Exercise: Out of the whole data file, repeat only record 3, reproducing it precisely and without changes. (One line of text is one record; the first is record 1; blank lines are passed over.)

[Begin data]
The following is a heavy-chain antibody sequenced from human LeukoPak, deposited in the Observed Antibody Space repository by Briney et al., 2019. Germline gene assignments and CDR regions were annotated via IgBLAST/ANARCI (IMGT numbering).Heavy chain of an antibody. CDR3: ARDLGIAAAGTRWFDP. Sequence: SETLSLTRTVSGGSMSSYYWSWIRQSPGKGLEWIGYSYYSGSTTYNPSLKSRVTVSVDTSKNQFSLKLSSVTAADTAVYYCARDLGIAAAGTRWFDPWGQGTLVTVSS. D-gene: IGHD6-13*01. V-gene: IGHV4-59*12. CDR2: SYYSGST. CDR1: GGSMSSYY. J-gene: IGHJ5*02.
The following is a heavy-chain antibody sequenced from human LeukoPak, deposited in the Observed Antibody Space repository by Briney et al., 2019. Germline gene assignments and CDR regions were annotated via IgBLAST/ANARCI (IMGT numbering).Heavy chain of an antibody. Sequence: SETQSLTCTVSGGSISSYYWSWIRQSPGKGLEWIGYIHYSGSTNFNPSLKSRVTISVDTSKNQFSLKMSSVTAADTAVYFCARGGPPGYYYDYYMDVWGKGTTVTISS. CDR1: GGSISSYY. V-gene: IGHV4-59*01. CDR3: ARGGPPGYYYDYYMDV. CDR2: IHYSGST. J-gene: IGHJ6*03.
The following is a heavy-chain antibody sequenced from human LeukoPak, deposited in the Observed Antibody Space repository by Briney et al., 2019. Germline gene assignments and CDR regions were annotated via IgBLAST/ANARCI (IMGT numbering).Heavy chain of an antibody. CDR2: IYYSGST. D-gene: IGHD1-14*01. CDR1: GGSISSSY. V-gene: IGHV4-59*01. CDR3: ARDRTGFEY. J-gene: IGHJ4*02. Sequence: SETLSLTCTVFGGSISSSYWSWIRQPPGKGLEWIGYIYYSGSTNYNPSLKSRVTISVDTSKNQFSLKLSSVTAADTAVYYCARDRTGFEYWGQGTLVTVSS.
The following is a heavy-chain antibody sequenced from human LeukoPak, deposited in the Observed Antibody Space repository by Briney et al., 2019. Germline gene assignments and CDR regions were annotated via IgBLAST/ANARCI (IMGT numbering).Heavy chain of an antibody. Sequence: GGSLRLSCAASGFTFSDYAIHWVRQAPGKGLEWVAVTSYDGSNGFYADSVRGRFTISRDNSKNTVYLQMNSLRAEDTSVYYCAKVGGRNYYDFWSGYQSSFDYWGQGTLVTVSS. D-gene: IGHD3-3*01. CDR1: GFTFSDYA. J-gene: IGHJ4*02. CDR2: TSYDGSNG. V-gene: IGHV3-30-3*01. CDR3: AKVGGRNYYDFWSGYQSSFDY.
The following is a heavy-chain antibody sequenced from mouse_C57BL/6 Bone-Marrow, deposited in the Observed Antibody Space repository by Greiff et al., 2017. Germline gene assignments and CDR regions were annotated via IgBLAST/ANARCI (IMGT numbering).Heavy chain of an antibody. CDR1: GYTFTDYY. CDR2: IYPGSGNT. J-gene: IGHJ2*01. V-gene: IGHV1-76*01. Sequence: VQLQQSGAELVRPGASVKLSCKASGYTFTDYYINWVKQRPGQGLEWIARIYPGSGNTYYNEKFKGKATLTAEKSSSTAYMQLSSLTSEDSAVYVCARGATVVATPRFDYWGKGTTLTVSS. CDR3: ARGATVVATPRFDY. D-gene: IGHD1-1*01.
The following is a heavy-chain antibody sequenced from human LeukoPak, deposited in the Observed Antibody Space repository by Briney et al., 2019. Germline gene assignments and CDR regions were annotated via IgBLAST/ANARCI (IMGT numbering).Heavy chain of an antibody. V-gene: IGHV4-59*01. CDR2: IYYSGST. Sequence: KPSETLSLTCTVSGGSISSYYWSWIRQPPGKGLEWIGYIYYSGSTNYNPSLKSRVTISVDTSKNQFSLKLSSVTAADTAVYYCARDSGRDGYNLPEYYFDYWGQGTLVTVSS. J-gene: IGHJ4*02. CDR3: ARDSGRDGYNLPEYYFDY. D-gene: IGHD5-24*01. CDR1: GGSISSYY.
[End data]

The following is a heavy-chain antibody sequenced from human LeukoPak, deposited in the Observed Antibody Space repository by Briney et al., 2019. Germline gene assignments and CDR regions were annotated via IgBLAST/ANARCI (IMGT numbering).Heavy chain of an antibody. CDR2: IYYSGST. D-gene: IGHD1-14*01. CDR1: GGSISSSY. V-gene: IGHV4-59*01. CDR3: ARDRTGFEY. J-gene: IGHJ4*02. Sequence: SETLSLTCTVFGGSISSSYWSWIRQPPGKGLEWIGYIYYSGSTNYNPSLKSRVTISVDTSKNQFSLKLSSVTAADTAVYYCARDRTGFEYWGQGTLVTVSS.